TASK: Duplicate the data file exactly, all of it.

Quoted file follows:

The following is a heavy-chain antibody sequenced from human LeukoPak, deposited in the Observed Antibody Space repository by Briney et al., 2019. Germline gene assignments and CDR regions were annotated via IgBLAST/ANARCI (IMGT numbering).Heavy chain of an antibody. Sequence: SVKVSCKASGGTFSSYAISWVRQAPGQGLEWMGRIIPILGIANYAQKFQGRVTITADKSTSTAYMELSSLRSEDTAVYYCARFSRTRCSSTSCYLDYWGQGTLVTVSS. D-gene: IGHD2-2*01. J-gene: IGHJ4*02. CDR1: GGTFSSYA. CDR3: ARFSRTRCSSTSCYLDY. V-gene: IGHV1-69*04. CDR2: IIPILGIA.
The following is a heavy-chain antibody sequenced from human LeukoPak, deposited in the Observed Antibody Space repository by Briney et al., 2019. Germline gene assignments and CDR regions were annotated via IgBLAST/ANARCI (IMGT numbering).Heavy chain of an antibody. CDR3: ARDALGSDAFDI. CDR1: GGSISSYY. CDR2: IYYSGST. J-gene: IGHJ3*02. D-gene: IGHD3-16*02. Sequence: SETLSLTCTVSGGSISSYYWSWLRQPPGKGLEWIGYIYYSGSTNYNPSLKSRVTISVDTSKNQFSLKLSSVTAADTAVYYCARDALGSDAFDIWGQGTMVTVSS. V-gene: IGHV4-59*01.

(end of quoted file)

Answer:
The following is a heavy-chain antibody sequenced from human LeukoPak, deposited in the Observed Antibody Space repository by Briney et al., 2019. Germline gene assignments and CDR regions were annotated via IgBLAST/ANARCI (IMGT numbering).Heavy chain of an antibody. Sequence: SVKVSCKASGGTFSSYAISWVRQAPGQGLEWMGRIIPILGIANYAQKFQGRVTITADKSTSTAYMELSSLRSEDTAVYYCARFSRTRCSSTSCYLDYWGQGTLVTVSS. D-gene: IGHD2-2*01. J-gene: IGHJ4*02. CDR1: GGTFSSYA. CDR3: ARFSRTRCSSTSCYLDY. V-gene: IGHV1-69*04. CDR2: IIPILGIA.
The following is a heavy-chain antibody sequenced from human LeukoPak, deposited in the Observed Antibody Space repository by Briney et al., 2019. Germline gene assignments and CDR regions were annotated via IgBLAST/ANARCI (IMGT numbering).Heavy chain of an antibody. CDR3: ARDALGSDAFDI. CDR1: GGSISSYY. CDR2: IYYSGST. J-gene: IGHJ3*02. D-gene: IGHD3-16*02. Sequence: SETLSLTCTVSGGSISSYYWSWLRQPPGKGLEWIGYIYYSGSTNYNPSLKSRVTISVDTSKNQFSLKLSSVTAADTAVYYCARDALGSDAFDIWGQGTMVTVSS. V-gene: IGHV4-59*01.